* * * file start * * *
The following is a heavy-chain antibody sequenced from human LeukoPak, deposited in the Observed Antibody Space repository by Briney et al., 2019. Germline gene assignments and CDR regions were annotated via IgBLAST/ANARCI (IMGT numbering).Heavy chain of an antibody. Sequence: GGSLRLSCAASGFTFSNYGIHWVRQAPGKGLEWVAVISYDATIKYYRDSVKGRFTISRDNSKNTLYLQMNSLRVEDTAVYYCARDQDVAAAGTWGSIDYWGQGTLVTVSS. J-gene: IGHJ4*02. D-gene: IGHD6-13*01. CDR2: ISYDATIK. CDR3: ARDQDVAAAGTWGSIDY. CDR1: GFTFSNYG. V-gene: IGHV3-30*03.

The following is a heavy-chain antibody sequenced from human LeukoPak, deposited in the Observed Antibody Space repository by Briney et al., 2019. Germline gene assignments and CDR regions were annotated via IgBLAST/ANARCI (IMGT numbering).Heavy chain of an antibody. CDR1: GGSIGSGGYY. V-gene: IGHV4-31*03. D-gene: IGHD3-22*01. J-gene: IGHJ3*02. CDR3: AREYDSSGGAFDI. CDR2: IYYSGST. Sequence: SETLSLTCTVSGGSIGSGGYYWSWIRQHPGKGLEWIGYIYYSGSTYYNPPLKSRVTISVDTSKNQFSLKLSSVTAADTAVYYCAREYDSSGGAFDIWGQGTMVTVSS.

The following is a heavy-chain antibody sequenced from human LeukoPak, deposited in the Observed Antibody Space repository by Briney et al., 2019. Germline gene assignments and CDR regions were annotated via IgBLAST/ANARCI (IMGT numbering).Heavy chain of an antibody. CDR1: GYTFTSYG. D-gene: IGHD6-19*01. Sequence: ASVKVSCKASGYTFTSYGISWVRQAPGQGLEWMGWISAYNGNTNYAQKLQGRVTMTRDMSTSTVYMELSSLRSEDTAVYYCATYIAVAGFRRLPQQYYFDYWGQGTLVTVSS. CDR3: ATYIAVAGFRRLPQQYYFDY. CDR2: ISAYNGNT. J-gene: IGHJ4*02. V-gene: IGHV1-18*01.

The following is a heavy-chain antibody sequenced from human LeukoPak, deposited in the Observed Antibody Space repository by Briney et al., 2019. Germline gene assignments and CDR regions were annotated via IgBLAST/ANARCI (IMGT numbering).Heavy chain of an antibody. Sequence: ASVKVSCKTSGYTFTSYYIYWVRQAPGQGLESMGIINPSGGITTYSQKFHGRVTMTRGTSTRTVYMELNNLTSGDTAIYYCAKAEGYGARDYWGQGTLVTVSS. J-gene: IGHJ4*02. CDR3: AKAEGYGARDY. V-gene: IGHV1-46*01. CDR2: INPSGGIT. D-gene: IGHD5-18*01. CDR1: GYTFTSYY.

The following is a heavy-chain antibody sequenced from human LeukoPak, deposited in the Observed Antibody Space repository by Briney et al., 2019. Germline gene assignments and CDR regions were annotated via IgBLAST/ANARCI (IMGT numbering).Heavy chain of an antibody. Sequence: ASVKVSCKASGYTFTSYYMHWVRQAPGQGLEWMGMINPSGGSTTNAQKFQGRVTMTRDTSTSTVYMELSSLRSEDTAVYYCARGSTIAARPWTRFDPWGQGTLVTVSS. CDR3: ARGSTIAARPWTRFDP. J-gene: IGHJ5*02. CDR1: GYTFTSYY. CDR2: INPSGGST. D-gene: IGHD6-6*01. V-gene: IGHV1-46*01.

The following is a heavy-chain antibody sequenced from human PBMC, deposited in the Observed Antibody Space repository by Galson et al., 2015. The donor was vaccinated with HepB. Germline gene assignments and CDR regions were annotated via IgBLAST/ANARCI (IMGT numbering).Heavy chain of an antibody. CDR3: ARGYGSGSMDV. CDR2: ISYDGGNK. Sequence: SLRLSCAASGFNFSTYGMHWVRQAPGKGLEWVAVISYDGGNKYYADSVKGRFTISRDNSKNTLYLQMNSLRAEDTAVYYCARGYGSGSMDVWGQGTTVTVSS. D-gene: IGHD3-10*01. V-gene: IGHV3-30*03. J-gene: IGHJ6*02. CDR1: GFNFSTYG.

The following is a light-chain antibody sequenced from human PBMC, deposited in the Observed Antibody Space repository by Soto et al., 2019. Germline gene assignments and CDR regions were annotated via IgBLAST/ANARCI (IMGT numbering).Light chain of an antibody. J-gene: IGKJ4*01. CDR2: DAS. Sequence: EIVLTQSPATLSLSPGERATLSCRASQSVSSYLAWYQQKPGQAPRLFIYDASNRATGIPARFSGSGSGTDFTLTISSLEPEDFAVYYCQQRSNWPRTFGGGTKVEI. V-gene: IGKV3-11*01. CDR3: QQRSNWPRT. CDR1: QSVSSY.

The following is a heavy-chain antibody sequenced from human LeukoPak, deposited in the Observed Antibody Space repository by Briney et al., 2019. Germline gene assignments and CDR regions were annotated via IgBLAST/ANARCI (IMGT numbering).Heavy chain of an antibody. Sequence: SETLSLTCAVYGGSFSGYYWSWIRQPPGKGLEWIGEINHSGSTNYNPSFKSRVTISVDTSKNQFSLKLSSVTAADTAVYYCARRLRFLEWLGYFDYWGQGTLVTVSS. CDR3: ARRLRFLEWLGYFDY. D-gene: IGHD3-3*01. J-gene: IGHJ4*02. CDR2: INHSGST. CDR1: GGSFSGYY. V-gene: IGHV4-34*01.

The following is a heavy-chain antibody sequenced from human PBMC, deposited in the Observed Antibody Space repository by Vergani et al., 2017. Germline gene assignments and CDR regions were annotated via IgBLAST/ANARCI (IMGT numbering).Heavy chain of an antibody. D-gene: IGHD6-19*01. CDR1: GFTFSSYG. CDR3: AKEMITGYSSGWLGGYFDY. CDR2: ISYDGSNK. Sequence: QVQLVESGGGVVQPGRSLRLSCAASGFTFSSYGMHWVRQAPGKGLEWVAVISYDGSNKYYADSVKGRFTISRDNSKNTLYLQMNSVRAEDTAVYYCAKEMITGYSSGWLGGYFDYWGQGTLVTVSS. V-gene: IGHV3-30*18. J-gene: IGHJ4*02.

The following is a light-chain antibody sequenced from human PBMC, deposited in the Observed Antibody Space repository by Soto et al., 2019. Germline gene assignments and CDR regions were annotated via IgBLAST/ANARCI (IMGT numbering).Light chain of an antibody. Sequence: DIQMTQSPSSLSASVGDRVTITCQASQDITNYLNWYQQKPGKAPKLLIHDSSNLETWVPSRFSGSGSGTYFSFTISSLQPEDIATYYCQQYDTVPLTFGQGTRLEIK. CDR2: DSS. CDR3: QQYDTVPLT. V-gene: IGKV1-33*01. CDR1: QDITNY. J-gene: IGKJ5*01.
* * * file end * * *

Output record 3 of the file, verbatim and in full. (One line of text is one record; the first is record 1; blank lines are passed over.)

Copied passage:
The following is a heavy-chain antibody sequenced from human LeukoPak, deposited in the Observed Antibody Space repository by Briney et al., 2019. Germline gene assignments and CDR regions were annotated via IgBLAST/ANARCI (IMGT numbering).Heavy chain of an antibody. CDR1: GYTFTSYG. D-gene: IGHD6-19*01. Sequence: ASVKVSCKASGYTFTSYGISWVRQAPGQGLEWMGWISAYNGNTNYAQKLQGRVTMTRDMSTSTVYMELSSLRSEDTAVYYCATYIAVAGFRRLPQQYYFDYWGQGTLVTVSS. CDR3: ATYIAVAGFRRLPQQYYFDY. CDR2: ISAYNGNT. J-gene: IGHJ4*02. V-gene: IGHV1-18*01.